NIGERIAN JOURNAL OF CONTEMPORARY PUBLIC POLICY
Volume No: 10|
Page No: 3
| FullText PDF
Title: IS CHILD LABOUR A MEANS OF POVERTY REDUCTION? A MICRO EVIDENCE FROM THREE STATES OF NIGERIA
1-SALAMATU IDRIS ISAH&NBSP; AND&NBSP;2-RAHANATU LAWAL&NBSP;
1-DEPARTMENT OF ECONOMICS, AHMADU BELLO UNIVERSITY, ZARIA,&NBSP; KADUNA STATE, NIGERIA, WEST AFRICA&NBSP;
2-DEPARTMENT, AHMADU BELLO UNIVERSITY, ZARIA,&NBSP; KADUNA STATE, NIGERIA, WEST AFRICA
The paper assesses the policy implication of the existence of Girl-child labour in three States of Nigeria. Using the simple random sampling technique, a sample of 300 respondents was drawn from the States. A total of 100 questionnaires were administered in each of the state to households with girl-child house-help. The evidence from the statistical result showed an existence of girl-child labour, with majority of them between the age of 10years and 16years, mostly orphans who had no formal education. The remittances from this form of labour were mostly to compliment the income of parents whom are termed poor by the child and to save for future marriage expenses. The paper also revealed that the wages paid to the children are very low (insignificant in reducing poverty level), because the price set is not determined by market forces since the girl-child labour is a non-tradable good (existing barrier of laws on human traffickers) exploit by self-interest parents and potential employers. Hence, the policy implication of these findings shows the existing child labour in these States is an exploitable market which serves as a cover up for cheap labour and child exploitation and not as a means of poverty reducing strategy. s is an exploitable market which serves as a cover up for cheap labour and child exploitation and not as a means of poverty reducing strategy.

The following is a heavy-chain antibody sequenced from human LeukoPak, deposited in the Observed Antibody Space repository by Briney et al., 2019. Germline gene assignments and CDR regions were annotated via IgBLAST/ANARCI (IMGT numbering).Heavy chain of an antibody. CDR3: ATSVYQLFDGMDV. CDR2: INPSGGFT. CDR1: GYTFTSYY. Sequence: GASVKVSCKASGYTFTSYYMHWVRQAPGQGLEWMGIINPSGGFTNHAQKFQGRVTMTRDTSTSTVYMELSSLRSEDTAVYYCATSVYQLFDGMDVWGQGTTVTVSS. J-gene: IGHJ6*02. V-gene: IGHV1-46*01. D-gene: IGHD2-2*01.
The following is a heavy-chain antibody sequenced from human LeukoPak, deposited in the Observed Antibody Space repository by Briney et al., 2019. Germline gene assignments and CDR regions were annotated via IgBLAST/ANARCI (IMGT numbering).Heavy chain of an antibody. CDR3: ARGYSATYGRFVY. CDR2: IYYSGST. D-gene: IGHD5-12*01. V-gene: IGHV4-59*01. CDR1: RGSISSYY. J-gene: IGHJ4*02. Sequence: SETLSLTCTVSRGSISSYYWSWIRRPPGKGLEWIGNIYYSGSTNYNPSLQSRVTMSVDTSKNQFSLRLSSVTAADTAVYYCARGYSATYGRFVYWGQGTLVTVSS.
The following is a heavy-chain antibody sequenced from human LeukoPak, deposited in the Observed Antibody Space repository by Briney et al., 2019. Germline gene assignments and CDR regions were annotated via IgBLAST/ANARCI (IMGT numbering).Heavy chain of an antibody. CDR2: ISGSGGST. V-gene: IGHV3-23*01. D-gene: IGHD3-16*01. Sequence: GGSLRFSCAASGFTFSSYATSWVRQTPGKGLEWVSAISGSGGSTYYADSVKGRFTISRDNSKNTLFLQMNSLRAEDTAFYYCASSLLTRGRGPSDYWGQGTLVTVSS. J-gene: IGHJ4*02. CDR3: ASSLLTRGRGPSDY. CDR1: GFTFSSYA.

The result above confirmed the existence of Girl – child labour in the three states, especially in Kano and Kaduna state. The result also shows that majority of the child- labourers earn less than $2.00 per day in the location studied. The prices are not market driven, the decision on what to charge is based on the location and how best the guardian, the child and employers can charge. Thus, child –labour is not a means of reducing poverty but a survival strategy to reduce economic hardship by way of supplementing parents income.